caring for your peony plants
at boreal farms we find that peonies are one of the easiest perennials to grow.
As a garden plant they require little attention, aphids don't like them slugs cause little damage, deer and rabbits will not eat them either. The only disease that seriously threatens them is botrytis which home gardeners rarely have to deal with. Botrytis can be easily controlled by good fall clean-up and removal of spent foliage, or a regular spraying of fungicide.
Few perennials have the longevity of a peony which can easily survive 50 years if left on their own, but benefit with regular division. They are among the most drought resistant perennials, although regular watering, as with any plant, will produce nicer and more blossoms. As a landscape perennial they cannot be surpassed.
Most people are only familiar with the top heavy doubles which tend to flop in the wind or rain, and explode all over when the blossoms age. For some people this is unsightly and for others the masses of petals dappling the lawn is beauty itself and natural. For those who do not like the bad habits of the heavy peonies, there are singles, beautiful semi-doubles, anemone, Japanese and new doubles bred specifically with strong upright stems, available. It is a matter of searching for the right variety to fit your taste and garden style.
It is a myth that peonies need ants to open the blossoms. The ants are attracted to the sugary secretions , but by all means, get rid of them if they bother you. In my peony fields the sugary nectar secreted on the outside of the buds attract the hummingbirds and they can be seen working their way down a row from bud to bud.
All peonies are not equal. Some increase quickly and in three years can have up to ten stems. Others may only produce four or five in the same time period. Be patient, the blossoms are welll worth the wait. They should start flowering the third year from planting and from this point forward they keep getting better.
Wherever they are in the world, peony tubers send out feeder roots in the fall, developing many root-hairs before freeze up. They begin to grow again as the ground thaws in the spring. Therefore it is best to plant peonies in the fall as this allows the plant to immediately form a good root structure during the first autumn and settle before spring growth commences.
Select a planting site with at least six hours of sun a day with well drained soil. While peonies survive in a majority of soil types, soggy conditions for too long will rot the tubers.
Dig the soil twelve inches or more deep, mix in some bone meal and a compound fertilizer or well rotted manure at the bottom of the hole. Place the peony with eyes up, into the hole and fill the area with soil.
It is important to ensure that the buds (or eyes) of the peony tuber are planted only two inches deep, too deep and they will not flower. Water well as newly planted peonies should not be allowed to dry out. After the ground freezes you can mulch to prevent soil-heaving which can lift the plant to the surface. In areas of sufficient snow cover this is not a problem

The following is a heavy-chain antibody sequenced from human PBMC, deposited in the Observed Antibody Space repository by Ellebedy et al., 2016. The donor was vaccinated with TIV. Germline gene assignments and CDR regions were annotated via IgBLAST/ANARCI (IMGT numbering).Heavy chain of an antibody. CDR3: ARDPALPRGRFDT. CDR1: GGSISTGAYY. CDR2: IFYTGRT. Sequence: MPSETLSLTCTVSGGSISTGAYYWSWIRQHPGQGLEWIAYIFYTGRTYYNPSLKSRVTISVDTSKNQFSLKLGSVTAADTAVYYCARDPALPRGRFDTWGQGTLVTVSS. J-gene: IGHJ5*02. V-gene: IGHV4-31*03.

If you accidentally damage an emerging shoot do not worry, peonies have two sets of buds, a primary and a secondary. If the primary bud is destroyed, the secondary will take it's place.
Peonies, if not planted in fertile soil, require regular feedings of fertilizer. It can be in the form of 5-10-10 or 10-10-10 all that is important is that the N,or first number , is not larger than the successive two. High Nitrogen fertilizers encourage lush foliage but poor root and flower growth. Natural material such as well rotted manure, bone meal, wood ash and composts are all good for peonies. When fertilizing make sure to keep it away from the crown of the plant as this encourages the crown to rot.
Peonies should be fertilized twice a year, once in the fall when plants are dormant and again in the spring at flowering time.
In the fall the stems and foliage should be cut off at the ground and discarded. This practice will help control diseases that may overwinter in the dead foliage such as botrytis.
Each person has their own method for staking peony plants, some work, others not so well. The longer stems of many peonies, especially the heavy doubles, will blow down by the time the flowers are fully open. This habit often keeps people from purchasing and enjoying these beautiful and often lovely scented plants which is a shame.
Peony staking need not be a chore. I stay away from peony rings as I find them often disappointing in their ability to hold up the plant. For me, I use the method suggested by Allan Rogers in his informative book "PEONIES". He advises a single pass of heavy-duty garden twine around the plant, about a foot from the top, after the buds are enlarging in size. This gives sufficient support, tie snuggly but do not cinch in too tight as this affects both the look of the plant form and may damage the stems. Alternatively two lines, one twelve inches from the top and the other twelve inches below that. This method works for me and I find it is quick to apply. The twine is biodegradable so in the fall it is cleaned up and discarded with the foliage.